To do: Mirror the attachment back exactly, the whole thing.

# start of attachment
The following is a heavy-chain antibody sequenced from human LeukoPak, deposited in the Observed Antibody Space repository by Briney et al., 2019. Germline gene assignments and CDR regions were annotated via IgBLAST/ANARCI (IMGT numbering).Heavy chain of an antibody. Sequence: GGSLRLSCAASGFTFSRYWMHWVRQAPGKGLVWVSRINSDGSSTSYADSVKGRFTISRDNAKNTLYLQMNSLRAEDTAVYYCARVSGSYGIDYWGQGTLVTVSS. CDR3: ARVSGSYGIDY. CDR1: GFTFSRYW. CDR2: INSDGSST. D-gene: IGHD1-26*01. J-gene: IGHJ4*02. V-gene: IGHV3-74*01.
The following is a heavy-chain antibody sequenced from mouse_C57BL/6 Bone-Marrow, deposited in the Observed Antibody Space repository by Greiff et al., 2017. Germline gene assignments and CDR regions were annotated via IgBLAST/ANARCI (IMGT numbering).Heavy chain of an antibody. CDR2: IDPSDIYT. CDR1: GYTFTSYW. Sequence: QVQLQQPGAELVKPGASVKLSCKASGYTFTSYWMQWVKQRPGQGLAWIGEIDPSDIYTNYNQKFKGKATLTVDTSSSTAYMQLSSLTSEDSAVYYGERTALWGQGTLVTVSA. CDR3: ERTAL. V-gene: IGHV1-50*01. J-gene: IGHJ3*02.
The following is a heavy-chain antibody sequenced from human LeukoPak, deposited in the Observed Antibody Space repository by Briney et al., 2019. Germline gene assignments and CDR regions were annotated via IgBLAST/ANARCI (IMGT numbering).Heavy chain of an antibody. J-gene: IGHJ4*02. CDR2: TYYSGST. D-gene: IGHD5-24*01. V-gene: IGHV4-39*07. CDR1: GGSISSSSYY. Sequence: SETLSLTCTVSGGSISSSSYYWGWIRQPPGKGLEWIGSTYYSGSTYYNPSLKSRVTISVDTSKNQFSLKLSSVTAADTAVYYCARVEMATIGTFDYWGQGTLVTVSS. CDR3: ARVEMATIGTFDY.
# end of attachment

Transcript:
The following is a heavy-chain antibody sequenced from human LeukoPak, deposited in the Observed Antibody Space repository by Briney et al., 2019. Germline gene assignments and CDR regions were annotated via IgBLAST/ANARCI (IMGT numbering).Heavy chain of an antibody. Sequence: GGSLRLSCAASGFTFSRYWMHWVRQAPGKGLVWVSRINSDGSSTSYADSVKGRFTISRDNAKNTLYLQMNSLRAEDTAVYYCARVSGSYGIDYWGQGTLVTVSS. CDR3: ARVSGSYGIDY. CDR1: GFTFSRYW. CDR2: INSDGSST. D-gene: IGHD1-26*01. J-gene: IGHJ4*02. V-gene: IGHV3-74*01.
The following is a heavy-chain antibody sequenced from mouse_C57BL/6 Bone-Marrow, deposited in the Observed Antibody Space repository by Greiff et al., 2017. Germline gene assignments and CDR regions were annotated via IgBLAST/ANARCI (IMGT numbering).Heavy chain of an antibody. CDR2: IDPSDIYT. CDR1: GYTFTSYW. Sequence: QVQLQQPGAELVKPGASVKLSCKASGYTFTSYWMQWVKQRPGQGLAWIGEIDPSDIYTNYNQKFKGKATLTVDTSSSTAYMQLSSLTSEDSAVYYGERTALWGQGTLVTVSA. CDR3: ERTAL. V-gene: IGHV1-50*01. J-gene: IGHJ3*02.
The following is a heavy-chain antibody sequenced from human LeukoPak, deposited in the Observed Antibody Space repository by Briney et al., 2019. Germline gene assignments and CDR regions were annotated via IgBLAST/ANARCI (IMGT numbering).Heavy chain of an antibody. J-gene: IGHJ4*02. CDR2: TYYSGST. D-gene: IGHD5-24*01. V-gene: IGHV4-39*07. CDR1: GGSISSSSYY. Sequence: SETLSLTCTVSGGSISSSSYYWGWIRQPPGKGLEWIGSTYYSGSTYYNPSLKSRVTISVDTSKNQFSLKLSSVTAADTAVYYCARVEMATIGTFDYWGQGTLVTVSS. CDR3: ARVEMATIGTFDY.